However, a major drawback to such well known prior art convoluted seals (i.e., Metal-E-Rings seal) is that although the convoluted seal has very favorable spring-back characteristics, such convoluted seals exhibit a bi-directional pressure ceiling which is quite limited. Also, the prior art convoluted seal has relatively low bearing (i.e., sealing) contact/seating stresses. In addition, the pressure capability of known serpentine seals is quite limited.

A metal seal commonly referred to as a "C-Ring" has a C-shaped cross section. While such C-ring metal seals are excellent for high pressure sealing, these seals unfortunately have low spring-back characteristics. In one variation, a coiled metal spring is provided in the C-shaped jacket to define a spring energized seal. However, while these prior art spring energized seals exhibit improved spring back relative to simple C-ring seals, such spring energized C-shaped seals are problematic in that to achieve the resiliency of the serpentine seal would necessitate the cross/sectional diameter of the seal to be excessively large and in practice, difficult to accommodate (i.e., the seal cavity).

SUMMARY OF THE INVENTION

The above-discussed and other drawbacks and deficiencies of the prior art are overcome or alleviated by the new and improved spring energized metal seal of the present invention. In accordance with the present invention, a metal seal is provided which comprises an annular metal jacket or housing having a convoluted cross-section. The convoluted metal jacket includes at least two convolutions, each of which retains a spring (preferably a coiled helical spring) for reinforcing the jacket when installed under a load. Preferably, the convoluted cross-section is serpentine such that each spring is retained on an opposed surface of the annular jacket relative to an adjacent spring.

In a first embodiment of the present invention, the convolutions (and hence the springs retained in each convolution) are aligned with one another. In a second embodiment, the convolutions (and spring retained therein) are circumferentially offset from one another, preferably in a triangular configuration.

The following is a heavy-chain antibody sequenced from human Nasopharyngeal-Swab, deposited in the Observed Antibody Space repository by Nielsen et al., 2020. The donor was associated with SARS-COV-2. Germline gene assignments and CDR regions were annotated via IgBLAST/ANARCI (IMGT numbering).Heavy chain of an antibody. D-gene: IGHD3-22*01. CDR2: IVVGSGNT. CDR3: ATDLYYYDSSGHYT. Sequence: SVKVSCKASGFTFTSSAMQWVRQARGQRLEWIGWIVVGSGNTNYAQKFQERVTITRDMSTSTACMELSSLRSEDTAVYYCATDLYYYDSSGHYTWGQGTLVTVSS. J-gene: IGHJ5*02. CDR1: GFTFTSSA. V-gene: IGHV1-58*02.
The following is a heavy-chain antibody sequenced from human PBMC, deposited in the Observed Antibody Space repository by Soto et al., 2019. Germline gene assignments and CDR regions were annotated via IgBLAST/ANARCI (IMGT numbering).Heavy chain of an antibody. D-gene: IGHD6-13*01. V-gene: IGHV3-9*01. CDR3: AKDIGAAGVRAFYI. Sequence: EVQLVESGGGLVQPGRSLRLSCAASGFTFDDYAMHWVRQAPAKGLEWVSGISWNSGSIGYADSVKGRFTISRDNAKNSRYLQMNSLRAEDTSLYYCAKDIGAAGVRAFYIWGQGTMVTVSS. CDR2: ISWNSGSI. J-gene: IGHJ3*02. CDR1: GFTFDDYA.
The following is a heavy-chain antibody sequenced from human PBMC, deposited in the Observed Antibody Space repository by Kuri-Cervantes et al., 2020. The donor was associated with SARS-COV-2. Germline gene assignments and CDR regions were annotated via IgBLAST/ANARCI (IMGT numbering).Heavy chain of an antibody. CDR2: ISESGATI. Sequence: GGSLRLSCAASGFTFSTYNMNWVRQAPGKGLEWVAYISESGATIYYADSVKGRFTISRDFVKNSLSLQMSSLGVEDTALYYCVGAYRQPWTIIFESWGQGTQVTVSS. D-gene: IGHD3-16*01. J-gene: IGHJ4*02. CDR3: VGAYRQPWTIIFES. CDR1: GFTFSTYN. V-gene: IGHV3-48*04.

The metal seal of the present invention employing multiple metal springs within a serpentine or convoluted jacket has many features and advantages relative to the prior art non-spring energized "E" or "C" shaped seals. For example, the present invention greatly increases the bi-directional pressure capability of the convoluted surfaced metal seal. In addition, the spring energized seal of this invention has much greater bearing (sealing) contact stresses and exhibits increased "spring-back". The energizing springs retained by each convolution of the convoluted jacket greatly enhance the initial (non-pressurized) contact sealing stresses as well as greatly increasing the seal's ability to withstand increased pressures. The ability to maintain a more effective seal at all times is another result of this invention. This seal is also effective where sealing surface dimensions vary significantly due to changes in temperature, pressure and external forces. Economic savings result from this invention because the new seal increases the bi-directional pressure ceiling and the present invention will therefore be useful in a wider range of applications.

The metal seal of this invention also exhibits advantages and features relative to the spring energized C-shaped metal seals of the prior art. For example, higher spring-back with same radial width.

The above discussed and other features and advantages of the present invention will be appreciated and understood by those skilled in the art from the following detailed description and drawings.

BRIEF DESCRIPTION OF THE DRAWINGS:

Referring now to the drawings, wherein like elements are numbered alike in the several figures:

FIG. 1 is a perspective view of a metal spring energized seal in accordance with the present invention;

FIG. 2 is a cross-sectional elevation view along the line 2--2 of FIG. 1;